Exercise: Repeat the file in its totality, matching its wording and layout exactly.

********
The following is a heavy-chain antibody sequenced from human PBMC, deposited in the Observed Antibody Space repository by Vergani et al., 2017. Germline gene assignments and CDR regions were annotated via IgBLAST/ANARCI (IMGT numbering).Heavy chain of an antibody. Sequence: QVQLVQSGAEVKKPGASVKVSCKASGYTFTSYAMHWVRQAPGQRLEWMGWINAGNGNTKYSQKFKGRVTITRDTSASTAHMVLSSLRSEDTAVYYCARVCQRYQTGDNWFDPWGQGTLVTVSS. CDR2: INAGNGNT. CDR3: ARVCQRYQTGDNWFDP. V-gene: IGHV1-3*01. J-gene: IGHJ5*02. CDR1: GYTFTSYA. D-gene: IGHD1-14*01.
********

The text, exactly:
The following is a heavy-chain antibody sequenced from human PBMC, deposited in the Observed Antibody Space repository by Vergani et al., 2017. Germline gene assignments and CDR regions were annotated via IgBLAST/ANARCI (IMGT numbering).Heavy chain of an antibody. Sequence: QVQLVQSGAEVKKPGASVKVSCKASGYTFTSYAMHWVRQAPGQRLEWMGWINAGNGNTKYSQKFKGRVTITRDTSASTAHMVLSSLRSEDTAVYYCARVCQRYQTGDNWFDPWGQGTLVTVSS. CDR2: INAGNGNT. CDR3: ARVCQRYQTGDNWFDP. V-gene: IGHV1-3*01. J-gene: IGHJ5*02. CDR1: GYTFTSYA. D-gene: IGHD1-14*01.